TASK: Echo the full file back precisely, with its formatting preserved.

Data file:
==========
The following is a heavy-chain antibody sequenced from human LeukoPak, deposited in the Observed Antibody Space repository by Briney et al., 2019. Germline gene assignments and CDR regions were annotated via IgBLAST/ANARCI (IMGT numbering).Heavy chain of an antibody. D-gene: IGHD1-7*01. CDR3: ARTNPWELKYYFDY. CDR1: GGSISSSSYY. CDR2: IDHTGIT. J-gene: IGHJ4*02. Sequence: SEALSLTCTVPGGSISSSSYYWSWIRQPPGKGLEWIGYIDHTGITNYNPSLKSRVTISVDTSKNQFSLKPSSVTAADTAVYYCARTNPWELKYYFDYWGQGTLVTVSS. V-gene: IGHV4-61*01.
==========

The following is a heavy-chain antibody sequenced from human LeukoPak, deposited in the Observed Antibody Space repository by Briney et al., 2019. Germline gene assignments and CDR regions were annotated via IgBLAST/ANARCI (IMGT numbering).Heavy chain of an antibody. D-gene: IGHD1-7*01. CDR3: ARTNPWELKYYFDY. CDR1: GGSISSSSYY. CDR2: IDHTGIT. J-gene: IGHJ4*02. Sequence: SEALSLTCTVPGGSISSSSYYWSWIRQPPGKGLEWIGYIDHTGITNYNPSLKSRVTISVDTSKNQFSLKPSSVTAADTAVYYCARTNPWELKYYFDYWGQGTLVTVSS. V-gene: IGHV4-61*01.